Teens and Piercings - What Parents Need to Know



Are piercings necessarily a bad thing?

Piercings are big here in the Hudson Valley, and shops are springing up all over.  More than ever, teens are getting pierced.  Long before the likes of Britney Spears, and many other pop celebrities began sporting  body piercing, this form of body art was a desirable form of adornment throughout the centuries. It’s mentioned in the Bible, and even Shakespeare is reported to have enjoyed a gold earring. But when your own kid wants one, it’s a different story.

Parental Opposition Can Backfire

First, if you totally disapprove, putting your foot down and refusing to give them permission may not be enough. That’s because, according to some piercing experts, when a teen decides they can’t live without a pierced nose or eyebrow, parental opposition may not be enough to change their minds. “Instead of just saying ‘no,’ talk to them,” suggests Jorian Trowbridge, co-owner of Metamorphosis Tattoo in Kingston. “Otherwise, many teens just rebel and get a piercing anyway.”

Talk About It

Jesse Madre, a professional body piercer affiliated with Millennium Tattoo in the Town of Newburgh, agrees. “Discussing and deciding together about a piercing can actually encourage a better relationship with your child,” he says. “Otherwise, some teens are likely to just to do it anyway, in the bathroom, or have a friend pierce them”— which is much less sanitary than going to a piercing studio where professionals use sanitary equipment,” Madre adds.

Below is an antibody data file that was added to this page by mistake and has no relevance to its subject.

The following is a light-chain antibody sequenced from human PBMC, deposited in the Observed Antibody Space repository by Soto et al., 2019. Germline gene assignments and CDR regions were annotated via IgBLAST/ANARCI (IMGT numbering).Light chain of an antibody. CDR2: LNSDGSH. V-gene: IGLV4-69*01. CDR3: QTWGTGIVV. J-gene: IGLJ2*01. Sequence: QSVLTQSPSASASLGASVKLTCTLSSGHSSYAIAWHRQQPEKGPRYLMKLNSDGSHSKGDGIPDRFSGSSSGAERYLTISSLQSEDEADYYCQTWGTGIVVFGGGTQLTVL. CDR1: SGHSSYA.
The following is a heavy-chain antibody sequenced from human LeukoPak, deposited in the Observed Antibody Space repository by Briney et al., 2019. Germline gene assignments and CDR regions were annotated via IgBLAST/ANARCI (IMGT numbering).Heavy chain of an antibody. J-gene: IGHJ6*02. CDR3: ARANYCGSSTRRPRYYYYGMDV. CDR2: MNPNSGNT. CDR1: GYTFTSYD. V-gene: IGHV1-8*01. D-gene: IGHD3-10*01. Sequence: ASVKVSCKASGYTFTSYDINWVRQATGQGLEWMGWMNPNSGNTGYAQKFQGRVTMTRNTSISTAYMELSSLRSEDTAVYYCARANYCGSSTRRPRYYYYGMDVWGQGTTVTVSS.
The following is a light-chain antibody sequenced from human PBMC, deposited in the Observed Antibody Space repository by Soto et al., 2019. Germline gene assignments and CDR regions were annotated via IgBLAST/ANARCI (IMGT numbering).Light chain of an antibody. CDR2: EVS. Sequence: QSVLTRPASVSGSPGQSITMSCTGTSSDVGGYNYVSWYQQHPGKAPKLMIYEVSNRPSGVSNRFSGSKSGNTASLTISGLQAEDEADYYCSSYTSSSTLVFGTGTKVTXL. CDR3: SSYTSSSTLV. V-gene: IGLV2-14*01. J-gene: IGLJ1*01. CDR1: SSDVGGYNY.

Trowbridge, who has three kids, says piercings sometimes get a bad rap from parents who haven’t taken time to become educated about them. Still, he adds, piercing can be a touchy subject. “It’s definitely not everyone’s cup of tea — it’s sort of like musical tastes that vary from person to person.”

Have Faith in Your Parenting

Some parents, Madre adds, worry that getting a piercing will turn a child into a drug user or start them down a negative path. “But parents should have faith in their own parenting ability,” says Madre, “the one thing isn’t connected to the other.”

Grace McCoy is a writer and editor who lives in the mid-Hudson area.